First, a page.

No solicitations, spamming or advertisements are allowed. Readers may post links to other informational websites that are relevant to the topic at hand, but please do not link to objectionable material.
 
We may remove messages that are unrelated to the topic, encourage illegal activity, use all capital letters or are unreadable.
 

Messages that are flagged by readers as objectionable will be reviewed and may or may not be removed. Please do not flag a post simply because you disagree with it.

Sponsored by
ADVERTISEMENT
Subscribe to Indiana Lawyer
  1. The practitioners and judges who hail E-filing as the Saviour of the West need to contain their respective excitements. E-filing is federal court requires the practitioner to cram his motion practice into pigeonholes created by IT people. Compound motions or those seeking alternative relief are effectively barred, unless the practitioner wants to receive a tart note from some functionary admonishing about the "problem". E-filing is just another method by which courts and judges transfer their burden to practitioners, who are the really the only powerless components of the system. Of COURSE it is easier for the court to require all of its imput to conform to certain formats, but this imposition does NOT improve the quality of the practice of law and does NOT improve the ability of the practitioner to advocate for his client or to fashion pleadings that exactly conform to his client's best interests. And we should be very wary of the disingenuous pablum about the costs. The courts will find a way to stick it to the practitioner. Lake County is a VERY good example of this rapaciousness. Any one who does not believe this is invited to review the various special fees that system imposes upon practitioners- as practitioners- and upon each case ON TOP of the court costs normal in every case manually filed. Jurisprudence according to Aldous Huxley.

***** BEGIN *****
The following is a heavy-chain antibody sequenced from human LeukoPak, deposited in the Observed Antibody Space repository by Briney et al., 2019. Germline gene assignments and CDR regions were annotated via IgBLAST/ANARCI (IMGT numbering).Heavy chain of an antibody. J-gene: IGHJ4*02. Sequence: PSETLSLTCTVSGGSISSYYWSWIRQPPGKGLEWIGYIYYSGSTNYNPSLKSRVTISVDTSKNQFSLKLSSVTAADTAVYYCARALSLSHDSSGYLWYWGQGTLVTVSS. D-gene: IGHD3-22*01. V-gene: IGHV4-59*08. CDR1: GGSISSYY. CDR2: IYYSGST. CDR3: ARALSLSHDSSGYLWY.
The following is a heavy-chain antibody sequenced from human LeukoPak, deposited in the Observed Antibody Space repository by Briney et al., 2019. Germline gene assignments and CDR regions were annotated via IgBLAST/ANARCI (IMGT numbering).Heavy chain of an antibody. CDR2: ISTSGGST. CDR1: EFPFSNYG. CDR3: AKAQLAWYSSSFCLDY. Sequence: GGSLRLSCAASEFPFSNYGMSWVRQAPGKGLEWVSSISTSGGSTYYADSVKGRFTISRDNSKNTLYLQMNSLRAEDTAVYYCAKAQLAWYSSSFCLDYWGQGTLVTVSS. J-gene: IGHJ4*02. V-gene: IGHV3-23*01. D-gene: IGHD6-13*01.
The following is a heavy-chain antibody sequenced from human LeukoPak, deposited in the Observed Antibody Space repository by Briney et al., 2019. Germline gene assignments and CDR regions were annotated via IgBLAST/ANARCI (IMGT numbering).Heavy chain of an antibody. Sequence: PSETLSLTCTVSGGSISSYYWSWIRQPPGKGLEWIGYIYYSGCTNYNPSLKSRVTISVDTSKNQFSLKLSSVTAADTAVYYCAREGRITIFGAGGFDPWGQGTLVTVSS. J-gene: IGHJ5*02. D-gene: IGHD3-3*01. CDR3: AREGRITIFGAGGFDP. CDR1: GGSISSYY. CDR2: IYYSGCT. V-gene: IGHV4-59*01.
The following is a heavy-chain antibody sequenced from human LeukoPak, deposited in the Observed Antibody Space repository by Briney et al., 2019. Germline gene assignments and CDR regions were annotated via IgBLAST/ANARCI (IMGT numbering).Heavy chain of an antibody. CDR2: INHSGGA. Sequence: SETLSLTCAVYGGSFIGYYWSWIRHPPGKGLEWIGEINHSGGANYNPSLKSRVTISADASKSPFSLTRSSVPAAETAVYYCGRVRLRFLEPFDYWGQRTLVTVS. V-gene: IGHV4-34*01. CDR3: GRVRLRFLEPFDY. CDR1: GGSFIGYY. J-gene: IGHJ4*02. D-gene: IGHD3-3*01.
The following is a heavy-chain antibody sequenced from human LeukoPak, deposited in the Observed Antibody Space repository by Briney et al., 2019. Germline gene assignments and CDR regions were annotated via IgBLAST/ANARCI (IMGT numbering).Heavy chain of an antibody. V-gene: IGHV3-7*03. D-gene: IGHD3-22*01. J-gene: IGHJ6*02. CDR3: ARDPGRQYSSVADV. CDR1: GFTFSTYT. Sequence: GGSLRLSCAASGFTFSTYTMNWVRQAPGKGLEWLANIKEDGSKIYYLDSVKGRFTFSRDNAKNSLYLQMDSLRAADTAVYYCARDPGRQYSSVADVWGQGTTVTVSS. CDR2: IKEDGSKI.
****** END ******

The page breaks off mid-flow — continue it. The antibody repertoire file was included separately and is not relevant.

2. Any attorneys who practice in federal court should be able to say the same as I can ... efiling is great. I have been doing it in fed court since it started way back. Pacer has its drawbacks, but the ability to hit an e-docket and pull up anything and everything onscreen is a huge plus for a litigator, eps the sole practitioner, who lacks a filing clerk and the paralegal support of large firms. Were I an Indiana attorney I would welcome this great step forward.

  3. Can we get full disclosure on lobbyist's payments to legislatures such as Mr Buck? AS long as there are idiots that are disrespectful of neighbors and intent on shooting fireworks every night, some kind of regulations are needed.

  4. I am the mother of the child in this case. My silence on the matter was due to the fact that I filed, both in Illinois and Indiana, child support cases. I even filed supporting documentation with the Indiana family law court. Not sure whether this information was provided to the court of appeals or not. Wish the case was done before moving to Indiana, because no matter what, there is NO WAY the state of Illinois would have allowed an appeal on a child support case!

  5. "No one is safe when the Legislature is in session."

ADVERTISEMENT